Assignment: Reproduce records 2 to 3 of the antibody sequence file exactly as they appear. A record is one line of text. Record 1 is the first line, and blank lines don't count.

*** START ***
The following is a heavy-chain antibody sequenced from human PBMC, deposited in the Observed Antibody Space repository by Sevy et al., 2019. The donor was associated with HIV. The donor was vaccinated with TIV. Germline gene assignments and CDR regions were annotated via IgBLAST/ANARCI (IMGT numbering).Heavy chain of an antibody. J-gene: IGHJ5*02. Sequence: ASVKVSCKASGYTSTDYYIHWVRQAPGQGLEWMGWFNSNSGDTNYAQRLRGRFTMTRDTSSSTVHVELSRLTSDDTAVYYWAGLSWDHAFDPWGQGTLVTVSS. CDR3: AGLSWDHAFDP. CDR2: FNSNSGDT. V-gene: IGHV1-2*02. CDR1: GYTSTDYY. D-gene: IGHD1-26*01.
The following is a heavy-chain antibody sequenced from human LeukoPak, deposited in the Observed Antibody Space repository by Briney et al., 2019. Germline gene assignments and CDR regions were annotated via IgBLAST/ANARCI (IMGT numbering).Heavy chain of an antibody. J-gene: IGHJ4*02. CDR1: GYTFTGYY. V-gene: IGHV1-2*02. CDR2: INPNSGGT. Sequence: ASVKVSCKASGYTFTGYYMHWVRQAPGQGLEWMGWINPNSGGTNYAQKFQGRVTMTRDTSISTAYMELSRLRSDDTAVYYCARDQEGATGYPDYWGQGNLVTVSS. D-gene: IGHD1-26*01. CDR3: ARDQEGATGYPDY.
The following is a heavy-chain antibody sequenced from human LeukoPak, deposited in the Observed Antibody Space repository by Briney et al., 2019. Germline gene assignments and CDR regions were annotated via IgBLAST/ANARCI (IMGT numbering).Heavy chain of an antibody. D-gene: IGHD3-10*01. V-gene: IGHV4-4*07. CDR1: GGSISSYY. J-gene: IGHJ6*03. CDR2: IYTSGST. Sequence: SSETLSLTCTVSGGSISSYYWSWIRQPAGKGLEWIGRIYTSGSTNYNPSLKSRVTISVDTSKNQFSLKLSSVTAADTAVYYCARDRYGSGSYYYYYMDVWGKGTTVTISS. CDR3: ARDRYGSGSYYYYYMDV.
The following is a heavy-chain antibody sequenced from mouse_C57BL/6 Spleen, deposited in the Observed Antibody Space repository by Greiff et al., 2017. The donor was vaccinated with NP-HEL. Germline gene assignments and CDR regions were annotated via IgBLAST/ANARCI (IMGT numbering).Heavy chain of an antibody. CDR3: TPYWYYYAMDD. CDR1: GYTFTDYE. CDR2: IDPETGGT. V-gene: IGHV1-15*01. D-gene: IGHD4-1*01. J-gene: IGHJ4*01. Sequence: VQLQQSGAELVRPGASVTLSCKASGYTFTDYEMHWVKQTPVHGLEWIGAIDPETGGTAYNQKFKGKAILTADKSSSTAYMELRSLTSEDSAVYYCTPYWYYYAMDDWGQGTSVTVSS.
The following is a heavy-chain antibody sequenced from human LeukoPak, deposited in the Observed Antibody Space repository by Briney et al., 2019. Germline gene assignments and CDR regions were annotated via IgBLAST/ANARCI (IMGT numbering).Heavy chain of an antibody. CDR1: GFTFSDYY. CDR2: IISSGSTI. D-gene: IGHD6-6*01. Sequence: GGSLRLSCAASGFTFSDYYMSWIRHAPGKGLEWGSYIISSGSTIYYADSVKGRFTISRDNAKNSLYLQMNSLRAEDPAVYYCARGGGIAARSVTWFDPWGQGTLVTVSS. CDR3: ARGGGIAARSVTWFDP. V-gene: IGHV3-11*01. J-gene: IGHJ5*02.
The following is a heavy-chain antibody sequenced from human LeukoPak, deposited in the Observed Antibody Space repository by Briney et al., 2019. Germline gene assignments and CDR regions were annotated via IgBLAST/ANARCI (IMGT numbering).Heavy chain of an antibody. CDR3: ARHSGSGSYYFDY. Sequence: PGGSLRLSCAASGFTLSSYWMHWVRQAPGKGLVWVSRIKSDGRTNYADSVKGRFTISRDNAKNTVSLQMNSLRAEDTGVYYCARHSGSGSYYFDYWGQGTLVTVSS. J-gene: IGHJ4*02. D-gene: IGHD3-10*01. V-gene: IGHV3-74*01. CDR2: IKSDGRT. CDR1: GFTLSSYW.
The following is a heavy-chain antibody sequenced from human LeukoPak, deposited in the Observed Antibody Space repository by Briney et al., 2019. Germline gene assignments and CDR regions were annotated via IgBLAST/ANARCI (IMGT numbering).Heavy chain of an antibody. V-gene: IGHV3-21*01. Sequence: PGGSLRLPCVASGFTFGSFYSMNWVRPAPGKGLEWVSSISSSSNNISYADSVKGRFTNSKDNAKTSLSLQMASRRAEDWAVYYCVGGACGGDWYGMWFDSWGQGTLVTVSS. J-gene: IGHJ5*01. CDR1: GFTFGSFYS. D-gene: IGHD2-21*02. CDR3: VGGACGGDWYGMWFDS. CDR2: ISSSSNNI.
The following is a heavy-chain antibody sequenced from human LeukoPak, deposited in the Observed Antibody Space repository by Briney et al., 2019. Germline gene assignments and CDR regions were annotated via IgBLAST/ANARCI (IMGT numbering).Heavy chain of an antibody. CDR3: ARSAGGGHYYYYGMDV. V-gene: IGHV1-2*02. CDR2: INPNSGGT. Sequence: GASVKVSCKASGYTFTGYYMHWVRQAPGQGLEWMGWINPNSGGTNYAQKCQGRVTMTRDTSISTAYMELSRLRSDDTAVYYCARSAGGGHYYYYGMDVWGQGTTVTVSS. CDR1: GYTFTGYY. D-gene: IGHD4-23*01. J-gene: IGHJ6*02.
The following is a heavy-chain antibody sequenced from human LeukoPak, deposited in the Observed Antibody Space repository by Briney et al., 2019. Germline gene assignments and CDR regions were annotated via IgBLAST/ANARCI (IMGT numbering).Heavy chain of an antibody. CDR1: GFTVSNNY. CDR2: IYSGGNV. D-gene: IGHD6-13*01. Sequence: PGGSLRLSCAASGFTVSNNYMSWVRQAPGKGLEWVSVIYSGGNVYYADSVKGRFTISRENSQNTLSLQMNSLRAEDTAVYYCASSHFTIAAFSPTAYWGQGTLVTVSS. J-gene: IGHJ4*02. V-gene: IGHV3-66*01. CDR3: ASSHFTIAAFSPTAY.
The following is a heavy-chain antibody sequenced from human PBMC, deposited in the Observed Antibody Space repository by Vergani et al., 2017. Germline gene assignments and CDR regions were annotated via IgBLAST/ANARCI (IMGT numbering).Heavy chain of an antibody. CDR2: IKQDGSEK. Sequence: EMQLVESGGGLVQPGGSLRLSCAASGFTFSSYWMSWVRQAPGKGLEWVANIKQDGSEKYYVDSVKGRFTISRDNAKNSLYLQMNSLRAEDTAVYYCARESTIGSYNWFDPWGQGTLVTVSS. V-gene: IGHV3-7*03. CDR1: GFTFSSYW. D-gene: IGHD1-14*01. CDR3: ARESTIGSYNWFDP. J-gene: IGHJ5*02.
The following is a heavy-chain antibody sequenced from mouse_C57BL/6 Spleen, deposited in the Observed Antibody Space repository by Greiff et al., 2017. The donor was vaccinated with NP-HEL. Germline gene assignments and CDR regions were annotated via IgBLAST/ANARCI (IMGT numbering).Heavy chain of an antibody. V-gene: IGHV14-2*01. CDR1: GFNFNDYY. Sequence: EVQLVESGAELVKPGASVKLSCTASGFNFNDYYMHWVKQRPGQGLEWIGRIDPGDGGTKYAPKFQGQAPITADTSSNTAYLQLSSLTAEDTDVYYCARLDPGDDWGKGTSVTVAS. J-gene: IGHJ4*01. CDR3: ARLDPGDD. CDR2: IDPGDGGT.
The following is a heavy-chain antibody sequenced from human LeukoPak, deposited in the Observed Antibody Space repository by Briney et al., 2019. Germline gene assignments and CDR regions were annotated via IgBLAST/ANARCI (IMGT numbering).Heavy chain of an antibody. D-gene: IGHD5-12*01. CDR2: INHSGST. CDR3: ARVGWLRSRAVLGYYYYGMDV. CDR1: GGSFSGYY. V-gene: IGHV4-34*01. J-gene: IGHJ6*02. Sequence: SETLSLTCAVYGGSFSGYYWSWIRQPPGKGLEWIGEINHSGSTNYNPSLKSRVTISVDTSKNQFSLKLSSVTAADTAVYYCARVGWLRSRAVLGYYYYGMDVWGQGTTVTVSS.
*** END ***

The following is a heavy-chain antibody sequenced from human LeukoPak, deposited in the Observed Antibody Space repository by Briney et al., 2019. Germline gene assignments and CDR regions were annotated via IgBLAST/ANARCI (IMGT numbering).Heavy chain of an antibody. J-gene: IGHJ4*02. CDR1: GYTFTGYY. V-gene: IGHV1-2*02. CDR2: INPNSGGT. Sequence: ASVKVSCKASGYTFTGYYMHWVRQAPGQGLEWMGWINPNSGGTNYAQKFQGRVTMTRDTSISTAYMELSRLRSDDTAVYYCARDQEGATGYPDYWGQGNLVTVSS. D-gene: IGHD1-26*01. CDR3: ARDQEGATGYPDY.
The following is a heavy-chain antibody sequenced from human LeukoPak, deposited in the Observed Antibody Space repository by Briney et al., 2019. Germline gene assignments and CDR regions were annotated via IgBLAST/ANARCI (IMGT numbering).Heavy chain of an antibody. D-gene: IGHD3-10*01. V-gene: IGHV4-4*07. CDR1: GGSISSYY. J-gene: IGHJ6*03. CDR2: IYTSGST. Sequence: SSETLSLTCTVSGGSISSYYWSWIRQPAGKGLEWIGRIYTSGSTNYNPSLKSRVTISVDTSKNQFSLKLSSVTAADTAVYYCARDRYGSGSYYYYYMDVWGKGTTVTISS. CDR3: ARDRYGSGSYYYYYMDV.